Before praying the prayer again (80:7), the plea is to ask how long God will be angry at the people’s prayers (80:4). Somehow, being God’s people does not keep God from giving them tears to eat and drink, as though tears were sustenance (80:5). There’s no escaping the reality that because of God’s actions the people are a laughingstock among their neighbors (80:6). Nevertheless, the people return to the refrain: “Restore us, O God; let your face shine, so that we may be saved” (80:7). Nothing will keep them from petitioning their God for salvation. The refrain underscores their ultimate confidence.
After the second refrain, the psalm turns to a metaphoric recounting of God’s past graciousness with Israel. Israel was a vine that God took out of Egypt and planted in the land of promise (80:8). The image is of God as vintner who cleared the ground so that the vine could go deep into the soil and flourish (80:9). Incredibly, the growth was so spectacular that the vine gave shade to mountains and cedars (80:10). Equally astonishing, one end of the vine reached the sea (the Mediterranean) and the other end extended to the river (the Tigris-Euphrates) (80:11). [Author’s Note 3]
At the same time that God is given the credit for fostering growth of this magnitude, a haunting question is raised. How could this wonderful divine gardener break down the barriers that protect the vine so that passersby could easily pluck the fruit? Equally, how is it that the vineyard is now subject to the ravages of wild pigs and other critters (80:12–13)? Though this could be an allusion to any serious reversal, it seems more likely in this case that this is another reference to the ultimate reversal: the Exile (see Psalm 79:1).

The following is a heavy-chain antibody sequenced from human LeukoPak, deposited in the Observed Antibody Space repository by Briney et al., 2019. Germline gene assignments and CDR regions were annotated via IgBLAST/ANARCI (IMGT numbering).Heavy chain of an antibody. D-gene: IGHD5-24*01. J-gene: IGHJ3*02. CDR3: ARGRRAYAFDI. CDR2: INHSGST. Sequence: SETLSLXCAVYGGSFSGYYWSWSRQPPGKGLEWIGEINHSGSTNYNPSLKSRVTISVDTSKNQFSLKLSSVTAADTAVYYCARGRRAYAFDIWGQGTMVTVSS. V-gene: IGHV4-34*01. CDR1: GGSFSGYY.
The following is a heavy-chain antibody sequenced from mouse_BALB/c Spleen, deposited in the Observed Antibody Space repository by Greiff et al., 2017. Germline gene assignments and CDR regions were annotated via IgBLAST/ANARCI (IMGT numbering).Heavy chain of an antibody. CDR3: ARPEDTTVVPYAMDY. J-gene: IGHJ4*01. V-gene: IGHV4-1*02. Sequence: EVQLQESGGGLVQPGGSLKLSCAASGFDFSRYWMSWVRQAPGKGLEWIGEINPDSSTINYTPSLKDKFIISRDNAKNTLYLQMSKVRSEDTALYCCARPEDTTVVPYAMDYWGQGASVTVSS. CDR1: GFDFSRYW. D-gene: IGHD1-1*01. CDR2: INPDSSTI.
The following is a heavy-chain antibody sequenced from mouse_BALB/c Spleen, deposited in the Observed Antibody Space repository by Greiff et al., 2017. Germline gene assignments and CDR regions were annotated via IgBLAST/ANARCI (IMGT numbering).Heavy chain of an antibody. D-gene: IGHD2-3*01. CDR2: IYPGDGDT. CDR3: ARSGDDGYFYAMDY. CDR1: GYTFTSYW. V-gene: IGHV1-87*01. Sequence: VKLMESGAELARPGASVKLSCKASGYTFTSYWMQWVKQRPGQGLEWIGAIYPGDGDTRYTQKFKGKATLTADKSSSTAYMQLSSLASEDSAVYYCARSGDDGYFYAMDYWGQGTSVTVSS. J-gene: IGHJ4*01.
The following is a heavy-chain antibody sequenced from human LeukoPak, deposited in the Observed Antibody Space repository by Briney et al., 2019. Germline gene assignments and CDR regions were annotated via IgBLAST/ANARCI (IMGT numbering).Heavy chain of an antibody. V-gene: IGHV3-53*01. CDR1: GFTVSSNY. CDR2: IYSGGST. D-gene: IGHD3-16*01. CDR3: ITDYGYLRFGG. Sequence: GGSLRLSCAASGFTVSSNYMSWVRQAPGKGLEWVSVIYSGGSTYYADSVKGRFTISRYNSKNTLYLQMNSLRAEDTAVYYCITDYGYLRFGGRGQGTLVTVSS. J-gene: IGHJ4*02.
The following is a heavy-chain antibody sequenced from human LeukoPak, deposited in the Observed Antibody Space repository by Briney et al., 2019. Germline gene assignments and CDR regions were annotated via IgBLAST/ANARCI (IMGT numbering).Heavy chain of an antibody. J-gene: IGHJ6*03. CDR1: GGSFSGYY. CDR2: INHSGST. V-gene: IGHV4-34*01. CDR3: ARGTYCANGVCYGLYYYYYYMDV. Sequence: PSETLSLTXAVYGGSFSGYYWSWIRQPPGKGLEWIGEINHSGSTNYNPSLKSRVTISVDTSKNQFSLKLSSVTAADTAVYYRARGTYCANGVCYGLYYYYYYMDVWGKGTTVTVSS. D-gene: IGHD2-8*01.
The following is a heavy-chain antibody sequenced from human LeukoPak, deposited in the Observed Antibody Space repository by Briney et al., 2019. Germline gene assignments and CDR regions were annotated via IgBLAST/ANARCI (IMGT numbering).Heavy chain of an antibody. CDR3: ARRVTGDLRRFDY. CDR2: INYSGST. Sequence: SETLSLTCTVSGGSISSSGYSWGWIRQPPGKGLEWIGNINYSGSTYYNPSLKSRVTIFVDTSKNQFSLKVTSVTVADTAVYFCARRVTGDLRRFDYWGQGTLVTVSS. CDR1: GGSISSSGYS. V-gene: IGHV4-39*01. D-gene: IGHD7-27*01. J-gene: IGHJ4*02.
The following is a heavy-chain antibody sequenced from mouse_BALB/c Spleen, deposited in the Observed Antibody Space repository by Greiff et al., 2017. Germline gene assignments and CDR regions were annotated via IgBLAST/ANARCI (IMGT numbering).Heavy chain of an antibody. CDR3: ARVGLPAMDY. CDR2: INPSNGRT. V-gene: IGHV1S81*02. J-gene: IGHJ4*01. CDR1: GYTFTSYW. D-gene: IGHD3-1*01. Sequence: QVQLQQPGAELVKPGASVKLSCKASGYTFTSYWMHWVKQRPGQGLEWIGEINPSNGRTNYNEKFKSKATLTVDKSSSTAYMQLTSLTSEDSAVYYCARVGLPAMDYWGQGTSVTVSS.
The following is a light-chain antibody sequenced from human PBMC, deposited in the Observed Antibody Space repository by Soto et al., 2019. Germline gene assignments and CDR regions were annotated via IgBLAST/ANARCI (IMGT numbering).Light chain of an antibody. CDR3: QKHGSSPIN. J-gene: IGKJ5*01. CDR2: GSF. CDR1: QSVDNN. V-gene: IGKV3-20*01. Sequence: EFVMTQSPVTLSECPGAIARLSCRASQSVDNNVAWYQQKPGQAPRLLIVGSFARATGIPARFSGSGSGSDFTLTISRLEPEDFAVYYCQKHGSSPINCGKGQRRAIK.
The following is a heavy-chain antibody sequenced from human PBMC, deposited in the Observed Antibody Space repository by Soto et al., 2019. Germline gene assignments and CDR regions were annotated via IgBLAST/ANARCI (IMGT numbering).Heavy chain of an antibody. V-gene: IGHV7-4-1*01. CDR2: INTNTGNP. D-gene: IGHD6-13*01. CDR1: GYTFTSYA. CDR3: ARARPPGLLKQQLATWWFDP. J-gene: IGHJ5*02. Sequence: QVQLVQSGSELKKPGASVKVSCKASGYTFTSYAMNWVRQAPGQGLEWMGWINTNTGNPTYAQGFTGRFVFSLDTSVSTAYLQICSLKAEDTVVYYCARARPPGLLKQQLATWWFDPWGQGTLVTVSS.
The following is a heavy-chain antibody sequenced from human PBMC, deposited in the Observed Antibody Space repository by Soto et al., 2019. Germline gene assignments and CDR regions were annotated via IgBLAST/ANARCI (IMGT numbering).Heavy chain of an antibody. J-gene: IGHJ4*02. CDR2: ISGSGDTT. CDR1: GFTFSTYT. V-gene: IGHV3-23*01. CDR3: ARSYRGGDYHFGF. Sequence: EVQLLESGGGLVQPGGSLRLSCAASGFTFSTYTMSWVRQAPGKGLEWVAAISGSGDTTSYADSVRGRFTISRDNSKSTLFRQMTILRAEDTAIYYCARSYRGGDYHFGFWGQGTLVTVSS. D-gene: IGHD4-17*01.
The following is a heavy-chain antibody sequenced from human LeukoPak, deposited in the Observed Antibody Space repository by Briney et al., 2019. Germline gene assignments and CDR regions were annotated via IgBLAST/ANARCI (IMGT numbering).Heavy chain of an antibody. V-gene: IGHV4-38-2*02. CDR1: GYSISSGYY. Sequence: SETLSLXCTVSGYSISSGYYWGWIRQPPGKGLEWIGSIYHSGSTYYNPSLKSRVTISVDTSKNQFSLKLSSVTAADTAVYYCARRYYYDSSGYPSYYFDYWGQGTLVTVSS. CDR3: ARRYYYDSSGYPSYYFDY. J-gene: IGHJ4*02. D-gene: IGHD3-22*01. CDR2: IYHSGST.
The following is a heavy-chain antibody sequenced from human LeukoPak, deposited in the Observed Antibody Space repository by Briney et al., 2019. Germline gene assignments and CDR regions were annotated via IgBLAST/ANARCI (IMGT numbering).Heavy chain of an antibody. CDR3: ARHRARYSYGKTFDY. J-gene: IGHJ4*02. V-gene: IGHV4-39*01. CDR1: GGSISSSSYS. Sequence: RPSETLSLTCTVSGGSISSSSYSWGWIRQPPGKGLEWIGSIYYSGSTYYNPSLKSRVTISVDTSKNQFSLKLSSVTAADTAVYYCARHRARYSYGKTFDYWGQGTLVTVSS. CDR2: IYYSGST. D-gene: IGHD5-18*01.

Staying with the same image, God is asked once more to attend to the vine that God had indeed initially planted (80:14). The prayer is for God to deal harshly with those who have burned down the vine, again a presumable reference to the Exile. The next verse is curious. The collective prayer is for God to lend divine power to “the man of your right hand/the son of man whom you have made strong for Yourself” (80:17). This may be a personification of Israel, whom God needs to empower in Israel’s dire exilic straits. Because the terms — which refer primarily to ordinary mortals — indicate a single entity or person, they may also point to a future person who will have a decisive role in reversing Israel’s plight. This would be then a veiled allusion to a messianic figure. If that is the case, then from a Christian perspective the line would have Christological overtones. In any case, the community insists that after this empowerment it will never again turn its back on God. Once God restores the people’s life — in the Exile they are effectively dead! — they will call on God’s name (80:18).
What is the level of confidence that this prayer will be answered and that God will once again tend to this precious vine? The answer comes in the final refrain, which we have already observed twice before (80:3, 7): “Restore us, O Lord of hosts! Let your face shine, that we may be saved” (80:19).
Psalm 81 begins with what amounts to a liturgical call to worship. Using every imaginable medium — singing, shouting, timbrels, lyres, harps, and trumpets — the people are called to praise God on a feast day, an unspecified religious holiday (81:1–3). Worship in this instance is basically a divine command (81:4). Everything the community is, everything the community does, flows from its worship posture.
As the “service” continues there is a recitation of God’s past efforts in behalf of the people — specifically, God’s rescuing Israel from Egyptian bondage (81:6–7). But the importance of the people’s praising God in this expression of worship does not push aside the negative dimension. After all, it was in the very context of experiencing God’s mighty acts in the Exodus events that Israel disobeyed the God who had been so very gracious. They complained about not having water as soon as they got into the wilderness, made idolatrous images, and committed other transgressions (81:7–9; see Exodus 17:7; 32–34; Numbers 20:13; 25). It was as though some other deity had saved them from Egypt’s brickyards (Psalm 81:10).